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Life With You | Wedding of Rebecca and Shafiq


Rebecca Quinn’s inquisitive and free spirited nature brought her on travels and she found herself couchsurfing at Shafiq Som’s home back in 2009. She was travelling though Singapore, before heading off to Vietnam for work. They continued to stay in touch and met again coincidentally in Vietnam months later. It was then that they couldn’t deny that there was still a connection between them. “I spent couple of days traveling with my friends before meeting up with Becc and her friends,” Shafiq remembers. “We spent the New Year’s Eve dancing on the beach in Nha Trang, and the next day we had a talk and that’s it, we were together as a couple.”

But they weren’t always physically by each other’s side. Life had other plans and the pair had to move from country to country and acquire new jobs just to be together. It wasn’t until much later that Shafiq and Becc could be together once again in the same country – Singapore.

But in September that same year Becc was diagnosed with colon cancer and they had to return to Australia for medical attention. Shafiq stayed with her until the end of January 2012, before returning to Singapore. “Skype was the main method for us to be in touch but it was never the same as being able to talk in person face-to-face.” Despite it all, the odds were in their favour. The pair had talked about getting married and the night before Shafiq had to leave Australia, he asked her father for his daughter’s hand in marriage.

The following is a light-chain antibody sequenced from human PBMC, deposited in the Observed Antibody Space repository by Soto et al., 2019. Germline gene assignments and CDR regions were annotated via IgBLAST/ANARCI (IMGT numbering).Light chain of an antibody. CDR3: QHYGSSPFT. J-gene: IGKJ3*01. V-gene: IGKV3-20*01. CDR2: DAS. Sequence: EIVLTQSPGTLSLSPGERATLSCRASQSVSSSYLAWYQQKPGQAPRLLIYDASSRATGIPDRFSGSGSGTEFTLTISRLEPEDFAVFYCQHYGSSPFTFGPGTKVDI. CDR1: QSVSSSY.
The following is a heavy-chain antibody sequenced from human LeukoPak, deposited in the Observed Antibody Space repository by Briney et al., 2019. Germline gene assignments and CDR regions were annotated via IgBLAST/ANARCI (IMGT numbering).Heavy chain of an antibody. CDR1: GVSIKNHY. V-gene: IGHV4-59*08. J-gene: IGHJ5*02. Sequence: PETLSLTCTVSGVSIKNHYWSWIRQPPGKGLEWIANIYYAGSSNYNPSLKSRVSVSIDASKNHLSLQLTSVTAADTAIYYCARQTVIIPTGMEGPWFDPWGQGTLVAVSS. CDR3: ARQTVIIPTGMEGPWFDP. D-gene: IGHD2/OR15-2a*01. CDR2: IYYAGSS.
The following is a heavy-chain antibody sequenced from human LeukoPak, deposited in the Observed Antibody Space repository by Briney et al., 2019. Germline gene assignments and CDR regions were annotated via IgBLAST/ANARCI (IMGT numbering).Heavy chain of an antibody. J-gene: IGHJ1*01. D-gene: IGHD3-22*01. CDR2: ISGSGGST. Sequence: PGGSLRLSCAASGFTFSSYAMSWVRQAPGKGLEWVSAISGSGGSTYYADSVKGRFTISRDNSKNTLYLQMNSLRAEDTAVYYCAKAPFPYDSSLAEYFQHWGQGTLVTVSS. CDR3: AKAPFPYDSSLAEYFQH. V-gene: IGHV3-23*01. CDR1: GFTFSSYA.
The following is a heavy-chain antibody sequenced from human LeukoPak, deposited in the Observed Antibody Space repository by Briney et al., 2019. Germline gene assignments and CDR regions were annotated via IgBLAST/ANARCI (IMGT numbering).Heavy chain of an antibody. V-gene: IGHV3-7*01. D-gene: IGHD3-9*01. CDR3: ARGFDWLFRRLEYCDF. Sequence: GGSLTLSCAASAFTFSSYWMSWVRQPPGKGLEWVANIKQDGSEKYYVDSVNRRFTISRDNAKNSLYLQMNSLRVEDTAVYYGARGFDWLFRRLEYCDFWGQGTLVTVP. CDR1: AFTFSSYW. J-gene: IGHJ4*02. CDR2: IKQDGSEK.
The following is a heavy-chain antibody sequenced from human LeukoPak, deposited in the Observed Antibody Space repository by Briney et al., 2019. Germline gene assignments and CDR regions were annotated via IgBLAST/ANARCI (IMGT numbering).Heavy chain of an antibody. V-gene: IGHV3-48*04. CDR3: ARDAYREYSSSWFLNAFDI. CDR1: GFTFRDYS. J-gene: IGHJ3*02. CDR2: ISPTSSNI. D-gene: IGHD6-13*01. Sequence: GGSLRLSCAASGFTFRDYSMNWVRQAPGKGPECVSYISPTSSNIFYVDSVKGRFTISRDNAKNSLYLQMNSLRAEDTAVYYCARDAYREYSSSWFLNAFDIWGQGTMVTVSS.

Becc didn’t mind not getting a proposal at all. In fact, Shafiq’s gesture was special in its own way. “Shafiq had seen me at my absolute sickest and my worst and still wanted to spend the rest of his life me, the actual proposal seemed insignificant.” But wait, the good guys always have something extra amazing up their sleeves! “Months later when I came to Singapore for a quick visit before another operation, he got on his knee, and shyly proposed with a ring. We'd already been engaged for six months!”

Becc had on a white baju kurong for the wedding in Singapore, and gown for the reception in Australia. Her baju kurong flaunted an elegant full lace skirt in a mermaid cut style and a chiffon top, accompanied with a lace veil. “I chose the theme colours to be white and peach, with a splash of rainbow,” she says. “My mother and I made my shoes. I don't really like high heels so we got a pair of real ballet slippers, dyed some of my lace a pale peach colour and decorated the slippers. They were like fairy shoes. It was the only splash of colour on the whole outfit.  They were probably my favourite part of the outfit.”

For the groom’s suit, Shafiq had a white and peach coloured traditional Malay outfit, tailored with a light, breathable fabric to accommodate Singapore’s warm weather.